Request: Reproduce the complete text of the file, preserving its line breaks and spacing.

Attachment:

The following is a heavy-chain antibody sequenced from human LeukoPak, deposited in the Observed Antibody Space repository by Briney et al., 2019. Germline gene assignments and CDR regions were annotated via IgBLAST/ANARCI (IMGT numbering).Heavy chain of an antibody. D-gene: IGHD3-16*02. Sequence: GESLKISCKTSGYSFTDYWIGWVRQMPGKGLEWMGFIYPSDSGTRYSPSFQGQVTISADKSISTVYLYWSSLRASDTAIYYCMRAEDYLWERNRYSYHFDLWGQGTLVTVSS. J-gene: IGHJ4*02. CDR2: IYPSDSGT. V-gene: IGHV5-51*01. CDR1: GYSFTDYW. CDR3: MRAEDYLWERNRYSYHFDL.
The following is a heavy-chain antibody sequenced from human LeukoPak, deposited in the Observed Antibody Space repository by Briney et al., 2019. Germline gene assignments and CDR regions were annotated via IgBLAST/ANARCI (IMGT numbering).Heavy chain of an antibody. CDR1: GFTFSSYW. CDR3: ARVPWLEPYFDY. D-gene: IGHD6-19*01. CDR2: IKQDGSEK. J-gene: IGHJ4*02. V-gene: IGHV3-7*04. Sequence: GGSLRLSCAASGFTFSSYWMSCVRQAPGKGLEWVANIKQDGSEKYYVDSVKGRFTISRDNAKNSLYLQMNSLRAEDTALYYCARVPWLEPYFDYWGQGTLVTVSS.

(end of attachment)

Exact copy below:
The following is a heavy-chain antibody sequenced from human LeukoPak, deposited in the Observed Antibody Space repository by Briney et al., 2019. Germline gene assignments and CDR regions were annotated via IgBLAST/ANARCI (IMGT numbering).Heavy chain of an antibody. D-gene: IGHD3-16*02. Sequence: GESLKISCKTSGYSFTDYWIGWVRQMPGKGLEWMGFIYPSDSGTRYSPSFQGQVTISADKSISTVYLYWSSLRASDTAIYYCMRAEDYLWERNRYSYHFDLWGQGTLVTVSS. J-gene: IGHJ4*02. CDR2: IYPSDSGT. V-gene: IGHV5-51*01. CDR1: GYSFTDYW. CDR3: MRAEDYLWERNRYSYHFDL.
The following is a heavy-chain antibody sequenced from human LeukoPak, deposited in the Observed Antibody Space repository by Briney et al., 2019. Germline gene assignments and CDR regions were annotated via IgBLAST/ANARCI (IMGT numbering).Heavy chain of an antibody. CDR1: GFTFSSYW. CDR3: ARVPWLEPYFDY. D-gene: IGHD6-19*01. CDR2: IKQDGSEK. J-gene: IGHJ4*02. V-gene: IGHV3-7*04. Sequence: GGSLRLSCAASGFTFSSYWMSCVRQAPGKGLEWVANIKQDGSEKYYVDSVKGRFTISRDNAKNSLYLQMNSLRAEDTALYYCARVPWLEPYFDYWGQGTLVTVSS.